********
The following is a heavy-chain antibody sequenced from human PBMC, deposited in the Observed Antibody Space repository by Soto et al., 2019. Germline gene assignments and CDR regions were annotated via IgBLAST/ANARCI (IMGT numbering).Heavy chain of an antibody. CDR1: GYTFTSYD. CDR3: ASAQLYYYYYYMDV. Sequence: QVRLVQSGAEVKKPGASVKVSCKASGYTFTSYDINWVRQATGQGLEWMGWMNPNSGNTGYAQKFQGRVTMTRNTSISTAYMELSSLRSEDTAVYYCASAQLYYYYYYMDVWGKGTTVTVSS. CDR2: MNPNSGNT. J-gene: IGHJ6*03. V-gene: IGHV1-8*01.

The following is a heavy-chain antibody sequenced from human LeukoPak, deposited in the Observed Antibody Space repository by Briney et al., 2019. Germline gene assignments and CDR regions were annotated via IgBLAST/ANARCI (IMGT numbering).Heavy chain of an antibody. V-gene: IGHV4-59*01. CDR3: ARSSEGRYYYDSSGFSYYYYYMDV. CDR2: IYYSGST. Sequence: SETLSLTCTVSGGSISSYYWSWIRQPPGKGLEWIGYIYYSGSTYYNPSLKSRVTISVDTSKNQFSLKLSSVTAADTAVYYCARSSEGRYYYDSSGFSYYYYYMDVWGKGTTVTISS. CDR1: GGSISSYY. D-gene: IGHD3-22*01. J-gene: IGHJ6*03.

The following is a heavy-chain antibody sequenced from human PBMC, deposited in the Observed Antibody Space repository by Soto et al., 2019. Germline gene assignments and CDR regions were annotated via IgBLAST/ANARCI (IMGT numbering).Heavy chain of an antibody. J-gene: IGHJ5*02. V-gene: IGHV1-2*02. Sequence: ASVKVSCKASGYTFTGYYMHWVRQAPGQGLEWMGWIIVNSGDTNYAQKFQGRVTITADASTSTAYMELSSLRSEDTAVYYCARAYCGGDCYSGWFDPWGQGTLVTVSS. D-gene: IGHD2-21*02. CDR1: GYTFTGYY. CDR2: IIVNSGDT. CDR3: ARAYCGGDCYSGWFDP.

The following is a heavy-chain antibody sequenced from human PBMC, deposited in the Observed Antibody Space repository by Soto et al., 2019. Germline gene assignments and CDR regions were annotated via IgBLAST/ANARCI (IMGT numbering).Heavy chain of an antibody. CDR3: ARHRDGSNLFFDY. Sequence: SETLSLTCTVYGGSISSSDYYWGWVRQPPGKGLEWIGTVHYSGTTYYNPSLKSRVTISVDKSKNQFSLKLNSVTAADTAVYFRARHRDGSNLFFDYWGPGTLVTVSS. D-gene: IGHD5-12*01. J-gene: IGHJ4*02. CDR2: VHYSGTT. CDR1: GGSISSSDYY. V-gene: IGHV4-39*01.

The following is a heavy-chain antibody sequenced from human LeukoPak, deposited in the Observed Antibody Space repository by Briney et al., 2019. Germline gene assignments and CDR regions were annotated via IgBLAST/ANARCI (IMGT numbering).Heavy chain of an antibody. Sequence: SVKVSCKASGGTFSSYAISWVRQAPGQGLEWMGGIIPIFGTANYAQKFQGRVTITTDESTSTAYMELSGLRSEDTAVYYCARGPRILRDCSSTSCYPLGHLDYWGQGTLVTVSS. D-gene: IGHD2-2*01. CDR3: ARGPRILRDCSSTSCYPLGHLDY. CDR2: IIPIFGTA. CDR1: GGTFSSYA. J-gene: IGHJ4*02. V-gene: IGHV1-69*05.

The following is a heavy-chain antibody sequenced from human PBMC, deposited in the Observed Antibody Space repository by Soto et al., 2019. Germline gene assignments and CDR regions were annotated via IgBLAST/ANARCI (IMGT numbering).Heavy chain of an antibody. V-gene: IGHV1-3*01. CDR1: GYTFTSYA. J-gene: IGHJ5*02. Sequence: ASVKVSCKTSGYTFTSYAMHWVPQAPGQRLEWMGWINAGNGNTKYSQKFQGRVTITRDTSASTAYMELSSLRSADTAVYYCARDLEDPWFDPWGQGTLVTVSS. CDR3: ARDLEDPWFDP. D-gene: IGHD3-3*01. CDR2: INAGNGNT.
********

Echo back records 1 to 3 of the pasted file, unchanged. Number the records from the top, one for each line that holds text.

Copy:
The following is a heavy-chain antibody sequenced from human PBMC, deposited in the Observed Antibody Space repository by Soto et al., 2019. Germline gene assignments and CDR regions were annotated via IgBLAST/ANARCI (IMGT numbering).Heavy chain of an antibody. CDR1: GYTFTSYD. CDR3: ASAQLYYYYYYMDV. Sequence: QVRLVQSGAEVKKPGASVKVSCKASGYTFTSYDINWVRQATGQGLEWMGWMNPNSGNTGYAQKFQGRVTMTRNTSISTAYMELSSLRSEDTAVYYCASAQLYYYYYYMDVWGKGTTVTVSS. CDR2: MNPNSGNT. J-gene: IGHJ6*03. V-gene: IGHV1-8*01.

The following is a heavy-chain antibody sequenced from human LeukoPak, deposited in the Observed Antibody Space repository by Briney et al., 2019. Germline gene assignments and CDR regions were annotated via IgBLAST/ANARCI (IMGT numbering).Heavy chain of an antibody. V-gene: IGHV4-59*01. CDR3: ARSSEGRYYYDSSGFSYYYYYMDV. CDR2: IYYSGST. Sequence: SETLSLTCTVSGGSISSYYWSWIRQPPGKGLEWIGYIYYSGSTYYNPSLKSRVTISVDTSKNQFSLKLSSVTAADTAVYYCARSSEGRYYYDSSGFSYYYYYMDVWGKGTTVTISS. CDR1: GGSISSYY. D-gene: IGHD3-22*01. J-gene: IGHJ6*03.

The following is a heavy-chain antibody sequenced from human PBMC, deposited in the Observed Antibody Space repository by Soto et al., 2019. Germline gene assignments and CDR regions were annotated via IgBLAST/ANARCI (IMGT numbering).Heavy chain of an antibody. J-gene: IGHJ5*02. V-gene: IGHV1-2*02. Sequence: ASVKVSCKASGYTFTGYYMHWVRQAPGQGLEWMGWIIVNSGDTNYAQKFQGRVTITADASTSTAYMELSSLRSEDTAVYYCARAYCGGDCYSGWFDPWGQGTLVTVSS. D-gene: IGHD2-21*02. CDR1: GYTFTGYY. CDR2: IIVNSGDT. CDR3: ARAYCGGDCYSGWFDP.